Autism Q & A: What is the role of environment?

By Daniel B. Kessler, M.D.

What about the environmental causes of autism? Other than”What is autism?” there is no more controversial topic.

In particular there is the ongoing controversy surrounding the role of vaccines (particularly the MMR vaccine) and thimerisol, a mercury-based preservative that had been in many vaccines and may continue to be in some flu vaccines. Both have been blamed as causing autism. Though there is absolutely no scientific support for that position, debating the evidence is not appropriate in this brief forum.

If we stopped immunizations today there would be no decrease in the numbers of children diagnosed with autism (there was no decrease when thimerisol was removed from most vaccines, and in studies that compared the rate of autism in children who received immunizations and those who did not there were no differences) but a lot more children and adults would become sick and die from preventable illnesses. This is the critical public health role of immunizations, not to mention the degree of suffering and death that have been eliminated by their widespread use.

There is today little question that the environment plays a role in autism. Potential environmental factors range from the chemicals in food and cosmetics to parental age, maternal infections, stress and reproductive technologies.

A recent study suggests environmental factors play a more important role than previously indicated. In addition to having the right combination of genes, exposure to certain environmental factors might be necessary for autism to develop in certain individuals. The interaction of the two is an important target for future research. By studying genetic factors and determining their underlying mechanisms we may be better able to pinpoint environmental factors that contribute to autism.

What is challenging is identifying the potential environmental factors. Potential environmental factors range from the chemicals in food and cosmetics to parental age, maternal infections, stress and reproductive technologies. Some studies have focused on prenatal environmental factors such as agents that cause birth defects. Thalidomide (a sedative) and valproate (a seizure medicine) are known to increase the occurrence of autism when an exposure comes in the first trimester of pregnancy. All known such agents (teratogens) related to the risk of autism appear to act during the first eight weeks from conception, and though this does not exclude the possibility that autism can be initiated or affected later, it is strong evidence that autism arises very early in development.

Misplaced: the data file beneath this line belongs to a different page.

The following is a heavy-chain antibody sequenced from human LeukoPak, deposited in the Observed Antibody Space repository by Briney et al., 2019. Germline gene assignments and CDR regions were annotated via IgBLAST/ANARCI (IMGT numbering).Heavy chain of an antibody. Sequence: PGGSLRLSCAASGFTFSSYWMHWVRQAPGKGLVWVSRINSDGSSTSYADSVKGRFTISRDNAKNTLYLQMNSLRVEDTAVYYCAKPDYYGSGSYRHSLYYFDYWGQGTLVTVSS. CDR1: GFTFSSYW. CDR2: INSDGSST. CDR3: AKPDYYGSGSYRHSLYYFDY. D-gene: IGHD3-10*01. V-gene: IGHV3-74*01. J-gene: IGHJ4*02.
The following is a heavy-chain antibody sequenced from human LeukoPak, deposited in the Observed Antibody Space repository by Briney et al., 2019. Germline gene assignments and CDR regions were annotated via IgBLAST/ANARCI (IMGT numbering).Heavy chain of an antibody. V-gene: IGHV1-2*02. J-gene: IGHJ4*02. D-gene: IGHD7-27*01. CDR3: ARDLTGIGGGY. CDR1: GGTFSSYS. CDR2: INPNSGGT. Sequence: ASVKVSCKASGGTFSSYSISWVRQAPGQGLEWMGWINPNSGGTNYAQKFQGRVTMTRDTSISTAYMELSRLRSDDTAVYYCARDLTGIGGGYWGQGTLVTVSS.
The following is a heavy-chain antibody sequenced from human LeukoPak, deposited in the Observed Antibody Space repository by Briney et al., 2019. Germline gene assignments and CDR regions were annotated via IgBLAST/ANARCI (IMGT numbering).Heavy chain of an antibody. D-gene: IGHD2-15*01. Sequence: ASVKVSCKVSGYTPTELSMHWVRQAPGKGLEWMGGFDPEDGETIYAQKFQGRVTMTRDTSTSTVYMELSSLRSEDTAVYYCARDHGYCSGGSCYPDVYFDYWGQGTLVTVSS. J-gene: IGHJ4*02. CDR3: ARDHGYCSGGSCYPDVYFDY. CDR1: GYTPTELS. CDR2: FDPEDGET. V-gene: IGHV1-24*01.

The numbers of new chemicals introduced into the environment each year is alarming and growing. Of the 80,000 chemicals registered in the U.S., the EPA has required safety testing on only 200.  Are we testing them on our kids?

Next: Where to get help.

Daniel B. Kessler, M.D., is a developmental and behavioral pediatrician and medical director of the Children’s Developmental Center at Easter Seals Southwest Human Development. His private practice, where he provides evaluation and treatment for children and adolescents, is located at Southwest Human Development.

The views he expresses in this series are based on his training, his reading of the literature and his more than 30 years of experience taking care of hundreds of kids on the autism spectrum. The series begins here.

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